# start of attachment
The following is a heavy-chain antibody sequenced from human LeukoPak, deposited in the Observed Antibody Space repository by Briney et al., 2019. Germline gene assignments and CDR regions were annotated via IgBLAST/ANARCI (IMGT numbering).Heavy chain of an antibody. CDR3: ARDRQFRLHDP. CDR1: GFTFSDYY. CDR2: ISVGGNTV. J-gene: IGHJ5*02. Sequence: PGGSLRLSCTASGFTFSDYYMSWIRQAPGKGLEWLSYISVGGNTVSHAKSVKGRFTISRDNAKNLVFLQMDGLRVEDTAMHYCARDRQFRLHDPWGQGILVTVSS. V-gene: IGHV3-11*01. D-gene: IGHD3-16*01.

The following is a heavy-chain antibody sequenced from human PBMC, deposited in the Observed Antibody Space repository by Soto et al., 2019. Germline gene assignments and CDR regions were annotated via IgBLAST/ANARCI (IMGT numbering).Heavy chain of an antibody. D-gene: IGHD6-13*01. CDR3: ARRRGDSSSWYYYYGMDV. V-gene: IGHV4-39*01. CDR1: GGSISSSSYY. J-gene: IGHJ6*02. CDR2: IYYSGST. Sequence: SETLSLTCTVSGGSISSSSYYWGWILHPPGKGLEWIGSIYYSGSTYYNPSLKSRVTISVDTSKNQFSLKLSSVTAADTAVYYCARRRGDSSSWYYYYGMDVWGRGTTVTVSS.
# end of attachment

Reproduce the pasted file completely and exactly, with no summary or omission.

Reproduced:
The following is a heavy-chain antibody sequenced from human LeukoPak, deposited in the Observed Antibody Space repository by Briney et al., 2019. Germline gene assignments and CDR regions were annotated via IgBLAST/ANARCI (IMGT numbering).Heavy chain of an antibody. CDR3: ARDRQFRLHDP. CDR1: GFTFSDYY. CDR2: ISVGGNTV. J-gene: IGHJ5*02. Sequence: PGGSLRLSCTASGFTFSDYYMSWIRQAPGKGLEWLSYISVGGNTVSHAKSVKGRFTISRDNAKNLVFLQMDGLRVEDTAMHYCARDRQFRLHDPWGQGILVTVSS. V-gene: IGHV3-11*01. D-gene: IGHD3-16*01.

The following is a heavy-chain antibody sequenced from human PBMC, deposited in the Observed Antibody Space repository by Soto et al., 2019. Germline gene assignments and CDR regions were annotated via IgBLAST/ANARCI (IMGT numbering).Heavy chain of an antibody. D-gene: IGHD6-13*01. CDR3: ARRRGDSSSWYYYYGMDV. V-gene: IGHV4-39*01. CDR1: GGSISSSSYY. J-gene: IGHJ6*02. CDR2: IYYSGST. Sequence: SETLSLTCTVSGGSISSSSYYWGWILHPPGKGLEWIGSIYYSGSTYYNPSLKSRVTISVDTSKNQFSLKLSSVTAADTAVYYCARRRGDSSSWYYYYGMDVWGRGTTVTVSS.